a180055a git-web--browse.sh (Giuseppe Bilotta 2010-12-03 17:47:36 +0100 151)    fi
5d6491c7 git-browse-help.sh (Christian Couder 2007-12-02 06:07:55 +0100 152) fi
5d6491c7 git-browse-help.sh (Christian Couder 2007-12-02 06:07:55 +0100 153) 
5d6491c7 git-browse-help.sh (Christian Couder 2007-12-02 06:07:55 +0100 154) case "$browser" in
81f42f11 git-web--browse.sh (Giuseppe Bilotta 2010-12-03 17:47:38 +0100 155) firefox|iceweasel|seamonkey|iceape)
5d6491c7 git-browse-help.sh (Christian Couder 2007-12-02 06:07:55 +0100 156)    # Check version because firefox < 2.0 do
5d6491c7 git-browse-help.sh (Christian Couder 2007-12-02 06:07:55 +0100 157)    vers=$(expr "$($browser_path -version)" 
5d6491c7 git-browse-help.sh (Christian Couder 2007-12-02 06:07:55 +0100 158)    NEWTAB='-new-tab'
5d6491c7 git-browse-help.sh (Christian Couder 2007-12-02 06:07:55 +0100 159)    test "$vers" -lt 2 && NEWTAB=''
a0685a4f git-web--browse.sh (Dmitry Potapov   2008-02-09 23:22:22 -0800 160)    "$browser_path" $NEWTAB "$@" &

And you want to know the history of what is now line 155.

Then:

((aa27064...))[mlm@macbook:~/w/mlm/git]
$ git log --topo-order --graph -u -L 155,155:git-web--browse.sh
* commit 81f42f11496b9117273939c98d270af273c8a463
| Author: Giuseppe Bilotta <giuseppe.bilotta@gmail.com>
| Date:   Fri Dec 3 17:47:38 2010 +0100
| 
|     web--browse: support opera, seamonkey and elinks
|     
|     The list of supported browsers is also updated in the documentation.
|     
|     Signed-off-by: Giuseppe Bilotta <giuseppe.bilotta@gmail.com>
|     Signed-off-by: Junio C Hamano <gitster@pobox.com>
| 
| diff --git a/git-web--browse.sh b/git-web--browse.sh
| --- a/git-web--browse.sh
| +++ b/git-web--browse.sh
| @@ -143,1 +143,1 @@
| -firefox|iceweasel)
| +firefox|iceweasel|seamonkey|iceape)
|  
* commit a180055a47c6793eaaba6289f623cff32644215b
| Author: Giuseppe Bilotta <giuseppe.bilotta@gmail.com>
| Date:   Fri Dec 3 17:47:36 2010 +0100
| 
|     web--browse: coding style
|     
|     Retab and deindent choices in case statements.
|     
|     Signed-off-by: Giuseppe Bilotta <giuseppe.bilotta@gmail.com>
|     Signed-off-by: Junio C Hamano <gitster@pobox.com>
| 
| diff --git a/git-web--browse.sh b/git-web--browse.sh
| --- a/git-web--browse.sh
| +++ b/git-web--browse.sh
| @@ -142,1 +142,1 @@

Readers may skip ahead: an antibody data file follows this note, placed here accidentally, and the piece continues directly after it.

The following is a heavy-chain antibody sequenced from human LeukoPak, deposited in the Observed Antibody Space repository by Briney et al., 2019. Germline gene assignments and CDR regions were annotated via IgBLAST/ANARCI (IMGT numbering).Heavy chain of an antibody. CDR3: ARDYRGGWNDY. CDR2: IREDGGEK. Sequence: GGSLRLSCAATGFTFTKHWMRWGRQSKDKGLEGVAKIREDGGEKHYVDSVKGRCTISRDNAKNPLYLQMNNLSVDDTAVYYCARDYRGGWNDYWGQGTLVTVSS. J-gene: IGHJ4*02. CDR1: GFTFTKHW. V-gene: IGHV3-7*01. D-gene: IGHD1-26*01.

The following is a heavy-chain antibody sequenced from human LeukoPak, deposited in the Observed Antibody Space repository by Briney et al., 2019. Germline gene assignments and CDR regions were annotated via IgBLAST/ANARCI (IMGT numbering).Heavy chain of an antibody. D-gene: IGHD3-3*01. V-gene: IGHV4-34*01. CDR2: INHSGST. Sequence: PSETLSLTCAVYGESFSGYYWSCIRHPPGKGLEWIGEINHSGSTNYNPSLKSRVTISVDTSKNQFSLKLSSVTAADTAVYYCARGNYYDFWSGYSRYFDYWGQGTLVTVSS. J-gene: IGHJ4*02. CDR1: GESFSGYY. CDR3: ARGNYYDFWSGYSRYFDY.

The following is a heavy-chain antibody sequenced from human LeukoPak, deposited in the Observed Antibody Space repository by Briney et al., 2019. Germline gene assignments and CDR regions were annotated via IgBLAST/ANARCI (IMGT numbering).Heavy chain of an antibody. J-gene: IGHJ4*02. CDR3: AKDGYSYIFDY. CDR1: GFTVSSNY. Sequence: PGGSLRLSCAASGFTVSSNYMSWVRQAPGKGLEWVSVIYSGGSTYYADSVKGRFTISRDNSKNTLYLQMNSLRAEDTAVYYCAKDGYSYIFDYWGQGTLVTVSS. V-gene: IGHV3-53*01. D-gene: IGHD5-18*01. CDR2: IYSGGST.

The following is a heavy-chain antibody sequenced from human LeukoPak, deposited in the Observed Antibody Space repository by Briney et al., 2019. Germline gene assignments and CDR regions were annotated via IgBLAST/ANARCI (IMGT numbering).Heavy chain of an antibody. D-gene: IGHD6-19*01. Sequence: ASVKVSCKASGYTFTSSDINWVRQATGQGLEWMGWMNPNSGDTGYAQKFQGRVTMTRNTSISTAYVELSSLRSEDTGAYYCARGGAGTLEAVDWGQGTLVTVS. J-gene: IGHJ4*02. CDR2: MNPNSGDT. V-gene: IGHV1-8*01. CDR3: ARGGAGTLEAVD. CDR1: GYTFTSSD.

| -    firefox|iceweasel)
| +firefox|iceweasel)
|  
* commit 5884f1fe96b33d9666a78e660042b1e3e5f9f4d9
  Author: Christian Couder <chriscool@tuxfamily.org>
  Date:   Sat Feb 2 07:32:53 2008 +0100

      Rename 'git-help--browse.sh' to 'git-web--browse.sh'.

      Signed-off-by: Christian Couder <chriscool@tuxfamily.org>
      Signed-off-by: Junio C Hamano <gitster@pobox.com>

  diff --git a/git-web--browse.sh b/git-web--browse.sh
  --- /dev/null
  +++ b/git-web--browse.sh
  @@ -0,0 +127,1 @@
  +    firefox|iceweasel)
share|improve this answer
    
superb! this really looks like what I wanted originally –  Joao Tavora Nov 7 '13 at 22:24

I liked this puzzle, it's got its subtleties. Source this file, say init foo.rb 1000,1005 and follow the instructions. When you're done, file @changes will have the correct list of commits in topological order and @blames will have the actual blame output from each.

This is dramatically more complex than the accepted solution above. It produces output that will sometimes be more useful, and hard to reproduce, and it was fun to code.

The problem with trying to track line-number ranges automatically while stepping backward through history is if a change hunk crosses line-numbered range boundaries you can't automatically determine where in that hunk the new range boundary should be, and you'll either have to include a big range for big additions and so accumulate (sometimes lots of) irrelevant changes, or drop into manual mode to be sure it's right (which of course gets you right back here), or accept extreme lossage at times.

If you want your output to be exact, use the answer above with trustworthy regex ranges like `/^type function(/,/^}/', or use this, which isn't actually that bad, a couple seconds per step back in time.